Fanny Schlatter’s Samsung S3 is thought to have set fire in her pocket
The flames caused third and second degree burns to 18-year-old’s thigh
She is now launching a criminal complaint against Samsung
Ms. Fanny Schlatter, just at 18th year of life, was injured when the Samsung Galaxy S3 allegedly blew up in her trouser pocket. She suffered second and third degree burns when her samsung phone apparently exploded in her pocket. She claims to have been left with no feeling in her right thigh and said she will be launching a criminal complaint against Samsung.
French language paper Le Matin reported that Ms Schlatter was working as an painting apprentice when she heard a large bang.
She told the paper: ‘All of a sudden I heard the sound of an explosion – like a firecracker…. Then I noticed a strange chemical smell and my work trousers began to catch fire.’
By the time Ms Schlatter’s boss, Stephane Kubler, had come to her assistance, the flames had reached her shoulders. She was rushed into the nearest bathroom where colleagues doused the flames before driving her to hospital.
Ms Schlatter explained: ‘Luckily my hair was tied up and my sweater didn’t have time to catch fire.’ However, she added that her burns were severe enough to make her smell like a ‘burnt pig’. The burns have left Ms Schlatter with no feeling in her right thigh and the teenager has been signed off work until 15 August.
She now plans to file a legal complaint against the Korean phone maker. In a statement, a Samsung spokesperson told the MailOnline: ‘Once we have gotten hold of the product in question, we will conduct a thorough examination to determine the exact cause of this incident.
This is not the first time a Samsung Galaxy S3 battery has supposedly exploded.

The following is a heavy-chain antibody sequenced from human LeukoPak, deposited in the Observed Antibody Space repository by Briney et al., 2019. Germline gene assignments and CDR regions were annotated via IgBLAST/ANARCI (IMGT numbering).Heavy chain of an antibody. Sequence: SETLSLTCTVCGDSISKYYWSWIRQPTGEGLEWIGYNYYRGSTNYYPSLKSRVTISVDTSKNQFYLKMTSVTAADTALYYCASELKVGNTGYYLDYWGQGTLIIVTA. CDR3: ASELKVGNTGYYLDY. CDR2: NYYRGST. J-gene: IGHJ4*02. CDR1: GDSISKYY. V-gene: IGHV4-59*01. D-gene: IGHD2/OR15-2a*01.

In May this year, Reddit user Vizionx1208 posted pictures of his destroyed Samsung Galaxy S3 smartphone, claiming he was ‘awoken by a loud noise and a weird squeaking sound.’ He states the phone was on the verge of setting alight and his bedroom had filled with smoke and had a ‘pungent smell.’ He was able to put out the smouldering phone by chucking a glass of water over it but the phone had already burnt his mattress cover and left a small burn on his finger.
Last year, an Irish Samsung S3 owner claimed his handset burst into flames as he was driving his car.
However, it was later discovered, following tests by the Fire Investigations UK (FIUK) team, that the phone had been previously placed in the microwave to remove water damage and this may have been the cause of the fire.
It isn’t just the S3 model that has this supposed fault either.
In South Korea in 2011, the battery from a Samsung Galaxy Note allegedly exploded in a man’s pocket as he walked along the street. The explosion caused second degree burns and a one-inch wound to his thigh. It was the second time that year a battery from the Galaxy Note was said to have exploded in South Korea.
Elsewhere, a phone battery spontaneously caught fire in a man’s back pocket at the Defcon hacking conference in the U.S in 2010, and in 2009, a man was killed when his exploding phone severed his neck artery.
Last month, a fire in a Peterborough house was thought to have been caused by an exploding phone battery after a handset was left on charge overnight.
The fire crews did not release what make or model the battery came from but said damage was caused to the bedroom, where the phone was on charge, including the bed, furniture and serious smoke damage to the walls.